When it comes to finding available services for your aging loved one, it helps to be a good sleuth. A good place to start is the
National Association of Area Agencies on Aging, a government-funded agency that coordinates senior programs and services in your region. For more information, visit their website or check the government white pages or information pages of your phone book under “Senior Citizen’s Services.”
In addition, the non-profit National Council on the Aging (NCOA) and America Online, Inc. have recently partnered with several sponsors to begin an online service that identifies all federal and state assistance programs designed for older persons. This is a free program called
Benefits CheckUp that readily and easily helps individuals determine what benefits they qualify for and how to get them in their area. Assistance through this free service includes health care, transportation, income support, legal services, housing, meals and other important services.
The National Association of Area Agencies on Aging has also established an
Eldercare Locator service. This program taps into a nationwide network of organizations specializing in elder care. It can provide referrals on a variety of topics, including Alzheimer’s hot lines, adult day care, nursing-home assistance, Meals On Wheels, fraud, in-home-care complaints, elder abuse/protective services, and more. The toll-free number to call is 1-800-677-1116.
The American Association of Retired Persons (AARP) has state offices and offers free publications on a range of critical issues for older persons and their caregivers. Call 1-800-424-3410 for guides to these publications. AARP’s services include information about insurance, financial matters, tax assistance, legal and disability issues, Legal Services Network, AARP motoring plan, online services, pharmacy service, health-care options, driver education, grandparent information center, outreach support, and care-giving.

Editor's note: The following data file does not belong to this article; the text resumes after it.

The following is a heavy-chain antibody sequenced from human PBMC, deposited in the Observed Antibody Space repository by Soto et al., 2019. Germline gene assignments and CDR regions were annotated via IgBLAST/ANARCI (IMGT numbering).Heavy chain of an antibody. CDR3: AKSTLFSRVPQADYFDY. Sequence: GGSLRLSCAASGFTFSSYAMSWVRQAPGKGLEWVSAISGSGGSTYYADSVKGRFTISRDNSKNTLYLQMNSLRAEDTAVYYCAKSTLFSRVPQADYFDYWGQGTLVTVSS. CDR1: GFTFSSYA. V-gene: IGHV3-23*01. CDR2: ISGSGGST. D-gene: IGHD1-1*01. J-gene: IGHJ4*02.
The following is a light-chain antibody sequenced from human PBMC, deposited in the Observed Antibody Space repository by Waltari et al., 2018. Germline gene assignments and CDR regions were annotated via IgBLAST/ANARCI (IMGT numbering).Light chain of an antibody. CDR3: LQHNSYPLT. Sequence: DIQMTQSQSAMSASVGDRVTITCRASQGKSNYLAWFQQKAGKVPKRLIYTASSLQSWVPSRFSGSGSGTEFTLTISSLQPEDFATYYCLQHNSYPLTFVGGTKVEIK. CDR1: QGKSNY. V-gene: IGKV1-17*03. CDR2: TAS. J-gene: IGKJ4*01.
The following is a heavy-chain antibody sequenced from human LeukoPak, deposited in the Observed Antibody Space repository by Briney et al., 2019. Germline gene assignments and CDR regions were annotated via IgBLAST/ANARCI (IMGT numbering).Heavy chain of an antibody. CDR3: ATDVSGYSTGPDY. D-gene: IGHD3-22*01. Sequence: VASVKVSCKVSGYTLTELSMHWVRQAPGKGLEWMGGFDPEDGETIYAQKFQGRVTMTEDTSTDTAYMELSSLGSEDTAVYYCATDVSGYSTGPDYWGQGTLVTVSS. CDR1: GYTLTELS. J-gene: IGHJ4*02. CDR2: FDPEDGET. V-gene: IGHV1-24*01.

As you’re probably already aware, it’s also extremely important to make sure that your dad has a good doctor. If he has a longtime relationship with a physician, you can come alongside both of them to assist in any way you can. A trusting relationship, even a friendship between your father and the doctor, can go a long way in giving you some peace of mind. Your father will need to give his permission for the doctor to discuss his case with you if you do not have power of attorney. If your dad goes to more than one doctor (which is likely), it’s crucial that each one know what the other is suggesting and prescribing. Drug interactions can be dangerous, especially in the elderly, which is why it is important to go to the same pharmacy for all medications so that the pharmacist can flag any potential dangers.
If your father requires hospitalization, keep in mind that you will need to choose a hospital where his primary doctor or specialist has admitting privileges. To make sure you are comfortable with the hospital and trust its reputation, consider asking these questions:
- Is the hospital accredited by the Does the hospital often treat people with your father’s condition?
- Are the majority of the hospital staff physicians board certified?
- Does a clinical pharmacist review physician orders?
For additional help and information on this topic, we’d encourage you to consult the resources and referrals highlighted below. Or if you have relationship concerns and challenges associated with this situation, please don’t hesitate to give our Counseling department a call.
Caring for Your Aging Loved Ones